It’s not easy being stupid, especially when you’re really smart. I’ve been watching my Dad do this mystic dance between brilliance and idiocy for my whole life. As I’ve written before, not only is my Dad a hero, he is brilliant. The army tested his IQ at 137 – and it’s difficult to keep that under wraps sometimes. His humor, his ability to fix anything mechanical, and his understanding of the bigger issues in life are unparalleled.
And yet, when it comes to interpersonal relationships and corporate politics, it’s pretty clear he wasn’t so bright. Actually, one could probably say the same thing about my grandfather and me too. #sigh
Sometime, I don’t understand myself. I have the best of intentions, and then I seem to trip over myself trying to foil those intentions. I hurt those I love, I fall into a pit of despair, and I spiral into a melancholy mood of endless introspection.
Yes, I am a Cro-magnon man. Smart on the outside, an idiot on the inside.
Although it often seems there is no progress being made, I often have to remind myself of where I was 25+ years ago. At the age of 25 I’d never had a serious relationship that lasted more than a couple of years, I consumed mind-altering substances like they were sugar-free candy, and I was severely in debt, despite a generous paycheck. After nearly a decade of making poor choices, I realized I needed to turn a new direction. Sex, drugs, and irresponsibility weren’t working anymore – Ha! As if they ever did.
For the past 25+ years, I have sought to make healthier choices. For the most part, I’m much further down the path than I ever imagined I could be. It often has felt like two steps forward, and one step back. Actually, many times it has been one step forward and two steps back. In fact, I’ve often spent months wallowing in place – making no headway at all.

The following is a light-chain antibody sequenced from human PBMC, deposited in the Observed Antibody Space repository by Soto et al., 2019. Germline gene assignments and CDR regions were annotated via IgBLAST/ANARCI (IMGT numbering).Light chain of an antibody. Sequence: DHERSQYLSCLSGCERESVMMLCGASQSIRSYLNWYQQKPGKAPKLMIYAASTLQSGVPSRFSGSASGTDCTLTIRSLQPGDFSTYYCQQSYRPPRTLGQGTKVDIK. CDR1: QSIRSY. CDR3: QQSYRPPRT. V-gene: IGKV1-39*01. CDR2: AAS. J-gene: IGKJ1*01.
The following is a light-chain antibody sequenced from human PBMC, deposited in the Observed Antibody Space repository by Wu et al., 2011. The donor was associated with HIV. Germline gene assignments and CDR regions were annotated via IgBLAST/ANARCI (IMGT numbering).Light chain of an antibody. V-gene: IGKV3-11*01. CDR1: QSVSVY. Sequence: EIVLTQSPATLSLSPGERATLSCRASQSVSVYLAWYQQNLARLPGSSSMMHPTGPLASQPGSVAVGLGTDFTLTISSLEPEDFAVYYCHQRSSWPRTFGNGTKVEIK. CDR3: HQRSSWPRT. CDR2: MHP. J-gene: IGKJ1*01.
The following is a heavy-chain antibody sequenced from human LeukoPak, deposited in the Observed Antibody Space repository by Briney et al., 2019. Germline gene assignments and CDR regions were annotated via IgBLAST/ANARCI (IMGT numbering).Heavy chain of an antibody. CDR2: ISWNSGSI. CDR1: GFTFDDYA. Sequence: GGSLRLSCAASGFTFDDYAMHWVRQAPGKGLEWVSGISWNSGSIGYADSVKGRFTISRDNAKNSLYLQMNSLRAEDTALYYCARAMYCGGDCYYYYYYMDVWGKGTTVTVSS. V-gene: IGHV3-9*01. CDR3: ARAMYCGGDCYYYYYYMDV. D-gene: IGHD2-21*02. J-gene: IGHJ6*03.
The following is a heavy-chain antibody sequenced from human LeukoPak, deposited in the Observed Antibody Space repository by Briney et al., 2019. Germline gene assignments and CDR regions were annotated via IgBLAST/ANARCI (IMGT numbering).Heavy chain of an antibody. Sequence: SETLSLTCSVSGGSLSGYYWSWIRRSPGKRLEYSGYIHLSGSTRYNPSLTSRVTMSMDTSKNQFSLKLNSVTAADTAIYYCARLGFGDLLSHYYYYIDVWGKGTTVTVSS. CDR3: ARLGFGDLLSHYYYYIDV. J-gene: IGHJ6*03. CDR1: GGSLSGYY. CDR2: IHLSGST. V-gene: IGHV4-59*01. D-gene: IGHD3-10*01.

There’s an old parable related at 12 Step gatherings. It goes something like this:
My Life’s Story in Seven Chapters…
A man got up one morning, got dressed, and left for work. He walked down the steps and ventured onto the sidewalk. After waiting at the cross walk, he looked both ways, stepped off the curb and fell into a deep hole.
The next morning the man got up, showered, dressed, and headed out the door. After waiting at the cross walk, he immediately stepped off the curb and fell into the hole. #sigh
On the third morning he awoke with renewed resolve to avoid the hole. As he walked down the sidewalk, he looked for the hole left by the city crew. He spotted it from a distance, walked right up to the edge, waited for the light to change, and promptly stepped right into the hole.
On the fourth morning, the man waited on his porch, looking for the hole, but he couldn’t see it. He cautiously ventured to the sidewalk and looked for the hole. He saw it – it was still there, calling for him. He cautiously approached it. He waited for the light to change and tentatively put his foot out – several times – before finally stepping out and falling into the hole.
The next morning the man walked down the sidewalk with a firm commitment to avoid the hole. His jaw was clenched, his fists were clenched, he was ready – and he was not going to fall in the hole. He spotted it. He walked up to it. He studied it. It was deep. As he stood there, determined to not fall in, the light changed and he instinctively stepped out and into the hole.
The next morning the man saw the hole, he walked up to the hole, but this time when the light changed, he walked around his nemesis and made it to work on time.
The following morning, as the man stepped off his porch, he turned the other direction and walked a different route to work.
I don’t know why some of us are slower learners than others, but we are. It’s just the way we’re built.